The patient with a cough is likely to have his chest radiographed. Findings will not be specific to Valley Fever; large lymph nodes, lung infiltration will likely be found. The point is to rule out other conditions that are more readily identifiable on radiographs such as heart disease, tracheal collapse, or more localized forms of pneumonia. When these more obvious conditions are ruled out, further diagnostics will be needed.



If some sort of tracheal wash or lavage is performed (where samples of lung fluid are collected for analysis), it is possible to actually capture some fungal spores. If this occurs, the diagnosis is confirmed, as Coccidiodes species have a fairly characteristic large size and appearance.

A spherule of Coccidiodes fungus in a tissue.
A spherule of Coccidiodes fungus in a tissue. The spherule is full of
smaller endospores which will eventually be released and form new spherules.
(Photocredit: CDC Public Health Information Library)



Blood testing

Blood testing is by far the least invasive way of reaching a diagnosis of Valley Fever. Antibodies against the fungus are measured in a blood sample using one or even several different methods (tube precipitin, complement fixation, latex agglutination, gel immunodiffusion, or enzyme linked immunoassay). As mentioned, many patients are exposed to this fungus and do not get sick. These patients will absolutely have positive antibody tests so it is important not to treat an animal with a positive antibody level (also called an antibody “titer”) and no history of symptoms of any kind. The magnitude of the antibody level should be able to distinguish past exposure from active infection. Antibody testing can also be used to monitor the success of treatment.

Antigen tests are also available. These test for proteins on the actual fungus. Because of the long-lasting nature of antibodies, often a combination of antibody and antigen testing is performed to increase the accuracy of the initial diagnostics.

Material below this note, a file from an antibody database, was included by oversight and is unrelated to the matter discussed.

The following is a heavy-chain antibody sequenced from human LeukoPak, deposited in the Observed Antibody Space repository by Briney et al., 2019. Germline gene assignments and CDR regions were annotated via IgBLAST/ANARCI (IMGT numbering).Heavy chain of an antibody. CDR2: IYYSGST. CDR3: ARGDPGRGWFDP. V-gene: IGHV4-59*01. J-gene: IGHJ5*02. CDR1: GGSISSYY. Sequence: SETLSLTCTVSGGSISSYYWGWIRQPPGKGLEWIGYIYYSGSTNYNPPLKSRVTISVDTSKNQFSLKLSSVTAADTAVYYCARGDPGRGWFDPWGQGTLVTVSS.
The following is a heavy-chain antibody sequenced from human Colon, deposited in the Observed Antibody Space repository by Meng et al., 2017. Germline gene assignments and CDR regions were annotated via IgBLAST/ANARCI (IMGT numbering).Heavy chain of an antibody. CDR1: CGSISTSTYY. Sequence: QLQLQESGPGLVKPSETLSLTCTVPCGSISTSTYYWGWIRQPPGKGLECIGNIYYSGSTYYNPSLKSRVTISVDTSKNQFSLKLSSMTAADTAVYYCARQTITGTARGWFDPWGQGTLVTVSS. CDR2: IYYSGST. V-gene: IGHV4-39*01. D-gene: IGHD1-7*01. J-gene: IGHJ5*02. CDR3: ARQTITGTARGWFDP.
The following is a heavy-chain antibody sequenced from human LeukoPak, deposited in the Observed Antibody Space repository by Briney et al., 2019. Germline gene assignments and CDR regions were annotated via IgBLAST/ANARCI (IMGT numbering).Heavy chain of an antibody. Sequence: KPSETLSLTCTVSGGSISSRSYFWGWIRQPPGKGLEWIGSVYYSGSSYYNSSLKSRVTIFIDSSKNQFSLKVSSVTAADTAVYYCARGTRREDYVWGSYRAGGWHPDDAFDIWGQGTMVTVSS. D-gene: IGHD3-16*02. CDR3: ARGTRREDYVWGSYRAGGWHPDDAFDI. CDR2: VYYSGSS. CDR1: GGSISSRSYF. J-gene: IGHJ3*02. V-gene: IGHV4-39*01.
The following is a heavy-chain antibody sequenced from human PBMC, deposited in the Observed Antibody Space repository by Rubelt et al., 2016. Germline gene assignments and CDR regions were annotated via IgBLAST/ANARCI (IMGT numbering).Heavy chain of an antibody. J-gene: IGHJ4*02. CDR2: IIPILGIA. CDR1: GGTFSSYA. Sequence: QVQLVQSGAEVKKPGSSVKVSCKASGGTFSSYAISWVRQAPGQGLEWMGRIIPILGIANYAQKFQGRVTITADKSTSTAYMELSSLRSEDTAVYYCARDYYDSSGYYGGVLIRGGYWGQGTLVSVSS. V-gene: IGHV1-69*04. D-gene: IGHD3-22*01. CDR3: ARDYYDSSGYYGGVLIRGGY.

A general rule with any fungal infection is that it takes a long time to clear. Valley Fever is no different and a year of medication administration is fairly common. Treatment continues until the clinical signs have resolved, the radiographs look normal, and the antibody level has stabilized (note antibody levels may never fully drop to zero). Ketoconazole, itraconazole, and fluconazole are the usual drugs for this condition. Monitoring liver enzymes is important with all of these, particularly since such long treatment courses are common.

If the disease is limited to the lung, prognosis is felt to be good. The most severe form of infection appears to involve bone and when multiple bones are infected, complete recovery is unlikely unless amputation is possible. Eye involvement is painful and very difficult to clear short of removing the eye (“enucleation”). Obviously, a patient with any internal fungal infection should avoid immunosuppressive drugs for other conditions as their use could lead to a disastrous fungal dissemination.


Page last updated: 3/9/2023
Page last reviewed: 4/3/2023